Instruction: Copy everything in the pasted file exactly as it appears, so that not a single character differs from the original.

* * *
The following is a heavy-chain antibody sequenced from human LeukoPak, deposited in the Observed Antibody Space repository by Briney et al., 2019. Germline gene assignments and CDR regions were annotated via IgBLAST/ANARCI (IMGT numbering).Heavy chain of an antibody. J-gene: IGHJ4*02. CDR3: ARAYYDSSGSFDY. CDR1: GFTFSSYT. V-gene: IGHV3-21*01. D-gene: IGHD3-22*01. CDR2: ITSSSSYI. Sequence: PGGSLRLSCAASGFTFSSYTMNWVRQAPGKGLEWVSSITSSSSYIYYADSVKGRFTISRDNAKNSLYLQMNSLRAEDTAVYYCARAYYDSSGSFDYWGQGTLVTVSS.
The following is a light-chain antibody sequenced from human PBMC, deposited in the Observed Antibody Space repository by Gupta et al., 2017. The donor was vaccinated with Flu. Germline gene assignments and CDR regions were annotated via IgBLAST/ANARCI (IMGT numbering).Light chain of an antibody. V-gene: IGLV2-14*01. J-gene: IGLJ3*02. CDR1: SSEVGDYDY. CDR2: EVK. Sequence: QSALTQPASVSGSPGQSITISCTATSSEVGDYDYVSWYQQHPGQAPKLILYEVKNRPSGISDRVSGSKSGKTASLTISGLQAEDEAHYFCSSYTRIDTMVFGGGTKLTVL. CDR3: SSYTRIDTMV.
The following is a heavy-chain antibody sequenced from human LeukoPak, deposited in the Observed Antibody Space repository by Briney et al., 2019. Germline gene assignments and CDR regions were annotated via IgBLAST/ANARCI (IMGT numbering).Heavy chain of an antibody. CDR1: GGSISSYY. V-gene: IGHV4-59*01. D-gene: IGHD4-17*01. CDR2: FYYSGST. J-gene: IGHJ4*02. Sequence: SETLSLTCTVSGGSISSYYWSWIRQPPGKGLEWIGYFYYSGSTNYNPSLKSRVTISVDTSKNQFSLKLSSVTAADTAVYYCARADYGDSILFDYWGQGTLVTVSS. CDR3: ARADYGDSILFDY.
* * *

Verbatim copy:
The following is a heavy-chain antibody sequenced from human LeukoPak, deposited in the Observed Antibody Space repository by Briney et al., 2019. Germline gene assignments and CDR regions were annotated via IgBLAST/ANARCI (IMGT numbering).Heavy chain of an antibody. J-gene: IGHJ4*02. CDR3: ARAYYDSSGSFDY. CDR1: GFTFSSYT. V-gene: IGHV3-21*01. D-gene: IGHD3-22*01. CDR2: ITSSSSYI. Sequence: PGGSLRLSCAASGFTFSSYTMNWVRQAPGKGLEWVSSITSSSSYIYYADSVKGRFTISRDNAKNSLYLQMNSLRAEDTAVYYCARAYYDSSGSFDYWGQGTLVTVSS.
The following is a light-chain antibody sequenced from human PBMC, deposited in the Observed Antibody Space repository by Gupta et al., 2017. The donor was vaccinated with Flu. Germline gene assignments and CDR regions were annotated via IgBLAST/ANARCI (IMGT numbering).Light chain of an antibody. V-gene: IGLV2-14*01. J-gene: IGLJ3*02. CDR1: SSEVGDYDY. CDR2: EVK. Sequence: QSALTQPASVSGSPGQSITISCTATSSEVGDYDYVSWYQQHPGQAPKLILYEVKNRPSGISDRVSGSKSGKTASLTISGLQAEDEAHYFCSSYTRIDTMVFGGGTKLTVL. CDR3: SSYTRIDTMV.
The following is a heavy-chain antibody sequenced from human LeukoPak, deposited in the Observed Antibody Space repository by Briney et al., 2019. Germline gene assignments and CDR regions were annotated via IgBLAST/ANARCI (IMGT numbering).Heavy chain of an antibody. CDR1: GGSISSYY. V-gene: IGHV4-59*01. D-gene: IGHD4-17*01. CDR2: FYYSGST. J-gene: IGHJ4*02. Sequence: SETLSLTCTVSGGSISSYYWSWIRQPPGKGLEWIGYFYYSGSTNYNPSLKSRVTISVDTSKNQFSLKLSSVTAADTAVYYCARADYGDSILFDYWGQGTLVTVSS. CDR3: ARADYGDSILFDY.